The datasheet gives an "open loop" output impedance of 375 Ohm, to me that seems high, unless I have lulled myself into believing op amps are more ideal then I though. I expected something in the 10s of Ohms. Also Wouldn't an output impedance be gain dependent?
On a non rail to rail opamp, you can expect an output stage like the one on the left:
This emitter follower topology has rather low open loop output impedance. However, it is not rail to rail. The output can't go higher than Vcc minus one Vbe, minus the top current source's minimum voltage.
The schematic on the right is rail to rail, but then we have a common emitter output stage, and the output is taken from the collectors.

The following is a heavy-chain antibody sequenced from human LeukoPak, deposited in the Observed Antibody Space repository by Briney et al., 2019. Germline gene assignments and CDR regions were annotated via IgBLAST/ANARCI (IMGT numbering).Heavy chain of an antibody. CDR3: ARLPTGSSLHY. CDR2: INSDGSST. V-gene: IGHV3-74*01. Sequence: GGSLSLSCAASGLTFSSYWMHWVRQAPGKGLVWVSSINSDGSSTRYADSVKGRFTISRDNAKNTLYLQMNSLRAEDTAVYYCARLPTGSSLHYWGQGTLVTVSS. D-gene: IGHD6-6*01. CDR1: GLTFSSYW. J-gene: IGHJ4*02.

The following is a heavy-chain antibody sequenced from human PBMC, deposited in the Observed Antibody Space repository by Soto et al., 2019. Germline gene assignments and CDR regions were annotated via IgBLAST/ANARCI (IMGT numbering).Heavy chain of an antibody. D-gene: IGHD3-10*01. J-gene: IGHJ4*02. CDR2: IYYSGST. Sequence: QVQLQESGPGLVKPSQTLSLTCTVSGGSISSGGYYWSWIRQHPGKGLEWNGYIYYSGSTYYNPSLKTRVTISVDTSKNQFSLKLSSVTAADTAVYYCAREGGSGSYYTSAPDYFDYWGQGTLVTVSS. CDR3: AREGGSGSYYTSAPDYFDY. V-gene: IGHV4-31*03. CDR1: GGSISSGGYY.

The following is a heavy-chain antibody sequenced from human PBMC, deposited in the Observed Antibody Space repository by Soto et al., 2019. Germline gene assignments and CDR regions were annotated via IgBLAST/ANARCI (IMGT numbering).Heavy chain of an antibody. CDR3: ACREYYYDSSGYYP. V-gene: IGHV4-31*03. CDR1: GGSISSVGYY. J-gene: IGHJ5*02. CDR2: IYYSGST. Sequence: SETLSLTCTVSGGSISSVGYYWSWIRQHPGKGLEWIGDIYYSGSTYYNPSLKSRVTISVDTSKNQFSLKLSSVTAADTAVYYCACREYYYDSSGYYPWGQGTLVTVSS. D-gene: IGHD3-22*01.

This means the opamps' output is essentially a high impedance current source. Its high impedance is kept in check by an internal local feedback/compensation circuit, of which the only part shown here is the capacitor. Due to the capacitive coupling, this scheme does not work at low frequencies, which explains why the OL output impedance of your opamp rises at low frequencies.
So, yeah, without special circuitry, a rail to rail opamp will have higher open loop impedance due to the topology of its output stage. It counts on feedback to lower it.
Low OL impedance in a rail to rail opamp indicates the designers employed some clever local feedback around the output stage to improve performance. It's a compromise wrt cost, idle current, etc, as usual, can't have everything.